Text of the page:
Tippecanoe School Corporation

Assessments

Wainwright Middle School administers a variety of formative and summative assessments to measure student learning. While some assessments have been selected by the TSC to address a specific need, others are mandated by the State of Indiana. The data provided by these assessments help teachers make informed instructional decisions as we strive to provide a high-quality educational experience at WMS.

Information about the assessments administered at WMS has been provided below.

Assessments

ILEARN

ILEARN:
Indiana Learning Evaluation Assessment Readiness Network


April 22, 2019 to May 17, 2019

ILEARN with be a computer adaptive test given entirely
online for grades 3-8, and Biology during the 2018-2019 school year.

The website offers among other things:
  • Blueprints for what standards are represented on ILEARN
  • Released Items Repository for ELA, Math, Science, and Social Studies
  • Training Videos
  • Parent and Educator information


Sites for Practice
ILEARN Released Items Repository

https://login11.cloud1.tds.airast.org/student/V267...

AIR

Overview: AIR and IDOE has released sample items for all types of questions that appear on the test including: released items (multiple choice and technology enhanced) and the new Performance Tasks.

How to Log in: No username/password is needed. Choose your grade level, can also choose accommodations that the student would normally receive, and then can begin working through the sample questions.

NWEA

NWEA Testing

Grades Tested: K-10

NWEA stands for Northwest Evaluation Association, which is the non-profit organization that provides the Measures of Academic Progress (MAP test) for grades 3-10 and the Measures of Academic Progress for Primary Grades (MPG test) for grades K-2.

NWEA tests adapt according to the student's response to each question. If the student answers a question correctly, the following questions become more difficult. If the student answers incorrectly, the questions become easier. The goal of an NWEA test is to provide questions that are difficult enough for the student to answer approximately half the items correctly and half incorrectly. The final score is an estimate of the student’s achievement level, which may be different from the student’s grade level. When a student finishes, we immediately receive instructional levels for each of the Indiana Academic Standards, which helps inform instruction.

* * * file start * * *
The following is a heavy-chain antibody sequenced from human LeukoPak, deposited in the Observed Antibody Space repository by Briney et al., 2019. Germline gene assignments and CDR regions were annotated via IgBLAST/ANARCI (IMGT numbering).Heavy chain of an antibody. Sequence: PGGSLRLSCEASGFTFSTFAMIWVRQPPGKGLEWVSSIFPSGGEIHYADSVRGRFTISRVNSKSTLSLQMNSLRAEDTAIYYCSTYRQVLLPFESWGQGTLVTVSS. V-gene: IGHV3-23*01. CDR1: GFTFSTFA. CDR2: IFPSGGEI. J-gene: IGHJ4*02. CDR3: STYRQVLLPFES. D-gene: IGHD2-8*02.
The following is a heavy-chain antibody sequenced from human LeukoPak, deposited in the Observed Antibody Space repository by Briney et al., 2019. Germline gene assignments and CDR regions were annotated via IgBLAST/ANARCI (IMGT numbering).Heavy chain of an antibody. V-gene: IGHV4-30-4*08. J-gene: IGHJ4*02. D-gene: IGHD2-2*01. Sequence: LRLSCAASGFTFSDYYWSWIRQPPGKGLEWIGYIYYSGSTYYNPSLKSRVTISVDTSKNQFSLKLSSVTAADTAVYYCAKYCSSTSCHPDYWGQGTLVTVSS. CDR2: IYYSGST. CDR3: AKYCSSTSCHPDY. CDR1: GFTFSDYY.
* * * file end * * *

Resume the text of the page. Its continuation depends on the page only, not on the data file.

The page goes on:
Is my child making typical growth?

  • STUDENT RIT stands for Rasch Unit, which is a unit of measure that uses individual test question difficulty values to estimate student achievement. This score is independent of the age or grade of the student and reflects the instructional level at which the student is currently performing in each subject area.
  • STUDENT RIT PROJECTION for the end of the school year is based on the student's actual RIT score at the beginning of the school year and the average growth of students nationwide in the same grade-level that had a similar RIT score.
  • RIT GROWTH for an entire school year can be compared to the growth projection from the beginning of the year to evaluate whether the student progressed as expected.

What if my child didn't make significant growth between tests?

Scores from NWEA tests are estimates of performance and may not always reflect everyday performance. No score should be treated as an absolute or used in isolation. If a student had little or no growth between tests, it does not necessarily mean a student is not learning, that classroom instruction has not been effective, or that NWEA data is not reliable. Sometimes student scores fall for unidentified reasons, and additional data (such as classroom performance) will provide a more complete picture of student achievement.
When looking at unsatisfactory growth, consider the following:
  • Some students may have an off day, be distracted, not put in full effort, or testing conditions (interruptions for announcements, drills, temperature, etc.) in the school may have been less than ideal.
  • For students already performing at a high level of achievement, expected growth may be lower. Because test items on NWEA are independent of grade-level, high-achieving students will sometimes be have a few test items that involve content that they simply have not yet encountered, so the fact that they answer some of these items incorrectly is understandable.
  • In some cases a decline may still be in the range of the previous term’s score and may not truly be a decline.
Concerns about a student’s growth should be communicated to the teacher to check if this data is consistent with other classroom data.